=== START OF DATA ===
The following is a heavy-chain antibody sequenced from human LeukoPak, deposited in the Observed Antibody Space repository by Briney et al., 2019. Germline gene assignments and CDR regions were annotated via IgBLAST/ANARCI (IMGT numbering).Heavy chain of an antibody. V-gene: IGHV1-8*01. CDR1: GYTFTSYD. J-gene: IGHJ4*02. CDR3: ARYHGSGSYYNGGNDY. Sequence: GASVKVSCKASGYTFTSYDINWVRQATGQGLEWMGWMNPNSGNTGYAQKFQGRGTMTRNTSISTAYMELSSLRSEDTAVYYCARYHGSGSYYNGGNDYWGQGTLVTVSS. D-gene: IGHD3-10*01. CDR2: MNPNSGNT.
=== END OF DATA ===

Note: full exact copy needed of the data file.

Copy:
The following is a heavy-chain antibody sequenced from human LeukoPak, deposited in the Observed Antibody Space repository by Briney et al., 2019. Germline gene assignments and CDR regions were annotated via IgBLAST/ANARCI (IMGT numbering).Heavy chain of an antibody. V-gene: IGHV1-8*01. CDR1: GYTFTSYD. J-gene: IGHJ4*02. CDR3: ARYHGSGSYYNGGNDY. Sequence: GASVKVSCKASGYTFTSYDINWVRQATGQGLEWMGWMNPNSGNTGYAQKFQGRGTMTRNTSISTAYMELSSLRSEDTAVYYCARYHGSGSYYNGGNDYWGQGTLVTVSS. D-gene: IGHD3-10*01. CDR2: MNPNSGNT.